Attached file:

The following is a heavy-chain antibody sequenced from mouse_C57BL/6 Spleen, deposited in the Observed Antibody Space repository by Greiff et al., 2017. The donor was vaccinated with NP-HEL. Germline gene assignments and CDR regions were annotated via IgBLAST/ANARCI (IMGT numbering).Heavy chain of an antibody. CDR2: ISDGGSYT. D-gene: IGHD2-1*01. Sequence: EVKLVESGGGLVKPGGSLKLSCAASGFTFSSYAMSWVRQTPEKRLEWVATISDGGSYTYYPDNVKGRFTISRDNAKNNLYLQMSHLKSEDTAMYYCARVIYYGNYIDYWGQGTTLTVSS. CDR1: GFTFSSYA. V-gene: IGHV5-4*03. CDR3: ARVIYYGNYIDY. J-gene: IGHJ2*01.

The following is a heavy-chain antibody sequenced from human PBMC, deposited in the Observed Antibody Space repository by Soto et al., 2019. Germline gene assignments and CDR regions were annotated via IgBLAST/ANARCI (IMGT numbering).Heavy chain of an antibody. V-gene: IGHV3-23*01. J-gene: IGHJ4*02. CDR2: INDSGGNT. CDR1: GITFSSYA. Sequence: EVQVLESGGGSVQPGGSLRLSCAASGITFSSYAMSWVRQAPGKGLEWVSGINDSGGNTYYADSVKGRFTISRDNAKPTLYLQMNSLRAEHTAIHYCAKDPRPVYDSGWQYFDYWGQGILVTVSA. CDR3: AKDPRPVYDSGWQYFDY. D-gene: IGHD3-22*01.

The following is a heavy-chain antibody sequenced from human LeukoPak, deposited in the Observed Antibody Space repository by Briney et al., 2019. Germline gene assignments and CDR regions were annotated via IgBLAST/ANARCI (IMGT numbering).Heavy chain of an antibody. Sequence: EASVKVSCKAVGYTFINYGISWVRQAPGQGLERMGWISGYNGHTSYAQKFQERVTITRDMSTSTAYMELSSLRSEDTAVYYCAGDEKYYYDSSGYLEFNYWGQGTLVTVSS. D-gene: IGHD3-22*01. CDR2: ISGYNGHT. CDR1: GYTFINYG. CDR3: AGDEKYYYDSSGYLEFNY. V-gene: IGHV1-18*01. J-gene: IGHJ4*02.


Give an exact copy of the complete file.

The following is a heavy-chain antibody sequenced from mouse_C57BL/6 Spleen, deposited in the Observed Antibody Space repository by Greiff et al., 2017. The donor was vaccinated with NP-HEL. Germline gene assignments and CDR regions were annotated via IgBLAST/ANARCI (IMGT numbering).Heavy chain of an antibody. CDR2: ISDGGSYT. D-gene: IGHD2-1*01. Sequence: EVKLVESGGGLVKPGGSLKLSCAASGFTFSSYAMSWVRQTPEKRLEWVATISDGGSYTYYPDNVKGRFTISRDNAKNNLYLQMSHLKSEDTAMYYCARVIYYGNYIDYWGQGTTLTVSS. CDR1: GFTFSSYA. V-gene: IGHV5-4*03. CDR3: ARVIYYGNYIDY. J-gene: IGHJ2*01.

The following is a heavy-chain antibody sequenced from human PBMC, deposited in the Observed Antibody Space repository by Soto et al., 2019. Germline gene assignments and CDR regions were annotated via IgBLAST/ANARCI (IMGT numbering).Heavy chain of an antibody. V-gene: IGHV3-23*01. J-gene: IGHJ4*02. CDR2: INDSGGNT. CDR1: GITFSSYA. Sequence: EVQVLESGGGSVQPGGSLRLSCAASGITFSSYAMSWVRQAPGKGLEWVSGINDSGGNTYYADSVKGRFTISRDNAKPTLYLQMNSLRAEHTAIHYCAKDPRPVYDSGWQYFDYWGQGILVTVSA. CDR3: AKDPRPVYDSGWQYFDY. D-gene: IGHD3-22*01.

The following is a heavy-chain antibody sequenced from human LeukoPak, deposited in the Observed Antibody Space repository by Briney et al., 2019. Germline gene assignments and CDR regions were annotated via IgBLAST/ANARCI (IMGT numbering).Heavy chain of an antibody. Sequence: EASVKVSCKAVGYTFINYGISWVRQAPGQGLERMGWISGYNGHTSYAQKFQERVTITRDMSTSTAYMELSSLRSEDTAVYYCAGDEKYYYDSSGYLEFNYWGQGTLVTVSS. D-gene: IGHD3-22*01. CDR2: ISGYNGHT. CDR1: GYTFINYG. CDR3: AGDEKYYYDSSGYLEFNY. V-gene: IGHV1-18*01. J-gene: IGHJ4*02.